Wheelchair ramps can also be purchased pre-assembled and ready-to-install if you opt to build standard sized hallways and doorways as discussed above.

purple lighting
Photo Credit: citycollegeinc.com

Consciously Placed Lighting

Lighting is essential for not only lighting a room but its impact on the design and comfort of a room. As you work with your contractor, discuss lighting and the long-term livability of your new home.

Mood lighting may be cozy now, but as we age, vision can waver. Light dimmers make it possible to have that romantic lighting now and create brighter spaces when needed.

It’s also important to consider lighting placement. Well-lit entryways and corners can improve the safety of your home, and adequate lighting over cabinets and drawers reduces the frustration when digging for that lost pot lid or a pack of new batteries.

smart home automation
Smart Home Automation. PhotoCredit: Bence Boros

Smart Home Automation

Smart home technology makes it possible to manage everything from lighting to smart device use remotely. Automation may be attractive for its ability to control and check in on your home from the office and vacation, but as you age, that automation will become even more valuable.

Home automation gives us the ability to turn electronics and appliances on and off at a preset time or manually without getting off the couch. It can also track energy drains, keep your family safe, and call emergency services should they ever be necessary. Your investment in home automation now may enable you to stay in your home for life!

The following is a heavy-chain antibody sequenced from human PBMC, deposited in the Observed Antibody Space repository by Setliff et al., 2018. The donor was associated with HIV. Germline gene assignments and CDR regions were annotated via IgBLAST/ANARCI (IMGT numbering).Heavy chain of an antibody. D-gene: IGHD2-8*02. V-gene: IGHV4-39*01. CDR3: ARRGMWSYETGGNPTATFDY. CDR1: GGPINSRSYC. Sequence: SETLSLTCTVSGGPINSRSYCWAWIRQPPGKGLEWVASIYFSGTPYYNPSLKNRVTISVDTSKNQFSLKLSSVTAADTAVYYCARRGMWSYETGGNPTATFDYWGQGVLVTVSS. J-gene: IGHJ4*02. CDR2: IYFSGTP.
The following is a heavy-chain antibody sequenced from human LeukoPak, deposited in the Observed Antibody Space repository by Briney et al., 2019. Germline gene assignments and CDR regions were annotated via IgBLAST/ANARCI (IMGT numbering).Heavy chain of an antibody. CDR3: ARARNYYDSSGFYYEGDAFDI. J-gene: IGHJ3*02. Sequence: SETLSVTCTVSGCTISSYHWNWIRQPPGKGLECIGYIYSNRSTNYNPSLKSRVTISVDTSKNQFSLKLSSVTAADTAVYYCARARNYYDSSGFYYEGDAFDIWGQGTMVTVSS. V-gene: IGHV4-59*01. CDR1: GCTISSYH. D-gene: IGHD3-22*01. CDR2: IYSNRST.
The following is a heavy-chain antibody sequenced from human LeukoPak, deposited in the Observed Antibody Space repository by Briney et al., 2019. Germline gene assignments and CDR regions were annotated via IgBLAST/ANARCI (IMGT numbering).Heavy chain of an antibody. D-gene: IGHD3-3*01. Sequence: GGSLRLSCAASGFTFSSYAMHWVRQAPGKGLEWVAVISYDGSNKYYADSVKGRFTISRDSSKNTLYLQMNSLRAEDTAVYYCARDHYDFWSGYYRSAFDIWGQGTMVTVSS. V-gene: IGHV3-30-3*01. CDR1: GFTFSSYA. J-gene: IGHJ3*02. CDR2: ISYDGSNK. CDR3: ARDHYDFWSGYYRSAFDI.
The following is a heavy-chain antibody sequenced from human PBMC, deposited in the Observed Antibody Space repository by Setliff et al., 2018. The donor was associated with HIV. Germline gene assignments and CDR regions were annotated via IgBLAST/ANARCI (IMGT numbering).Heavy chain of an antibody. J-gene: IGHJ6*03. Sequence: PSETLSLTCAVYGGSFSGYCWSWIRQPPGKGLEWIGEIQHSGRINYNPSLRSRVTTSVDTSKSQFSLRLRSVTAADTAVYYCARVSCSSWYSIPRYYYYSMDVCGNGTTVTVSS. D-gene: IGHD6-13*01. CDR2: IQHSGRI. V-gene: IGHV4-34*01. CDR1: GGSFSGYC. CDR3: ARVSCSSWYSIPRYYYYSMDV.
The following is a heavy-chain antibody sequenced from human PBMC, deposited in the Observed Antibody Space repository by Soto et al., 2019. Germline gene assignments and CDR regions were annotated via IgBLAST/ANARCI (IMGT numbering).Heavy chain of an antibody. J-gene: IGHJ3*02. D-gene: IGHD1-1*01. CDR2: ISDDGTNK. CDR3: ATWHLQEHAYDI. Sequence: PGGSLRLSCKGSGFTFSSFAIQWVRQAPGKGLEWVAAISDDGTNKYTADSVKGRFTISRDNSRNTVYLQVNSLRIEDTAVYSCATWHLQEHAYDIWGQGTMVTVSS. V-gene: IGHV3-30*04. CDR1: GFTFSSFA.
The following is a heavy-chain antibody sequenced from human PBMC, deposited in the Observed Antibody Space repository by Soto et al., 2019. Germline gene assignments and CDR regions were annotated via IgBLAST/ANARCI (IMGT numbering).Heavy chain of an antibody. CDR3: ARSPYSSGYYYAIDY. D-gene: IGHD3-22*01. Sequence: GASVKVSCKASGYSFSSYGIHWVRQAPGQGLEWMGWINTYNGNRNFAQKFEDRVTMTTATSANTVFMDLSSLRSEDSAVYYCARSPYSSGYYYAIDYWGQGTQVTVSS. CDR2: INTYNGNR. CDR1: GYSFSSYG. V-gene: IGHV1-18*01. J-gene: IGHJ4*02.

A Sustainable Home Grows With You

Retirement may still be a long way off, but the passage of time is inevitable, as is the deterioration of the human body.  Building your home for the long-term sustainability of your changing family will help ensure your home never limits your life.

From wide, handicap accessible hallways and ramps to your overall home style and imbedded automation, it’s entirely possible to build your home for the long haul.

Retain your independence and comfort. Talk to your chosen homebuilder about your options in building a house that accommodates your vibrant and ever-changing life.

Disclaimer: This article does not constitute a product endorsement however Rise does reserve the right to recommend relevant products based on the articles content to provide a more comprehensive experience for the reader.Last Modified: 2020-11-17T00:25:55+0000
Laura Bourland

Article by:

Laura Bourland

Laura grew up in the California suburbs, far removed from environmentalism, but nature always has a way. She uprooted her life in 2015, moving to the countryside of Washington to live a more sustainable and simple life on 12 acres. She and her fiancee are learning on the job as they attempt everything from gardening and natural pest control to eco-friendly building and home improvement.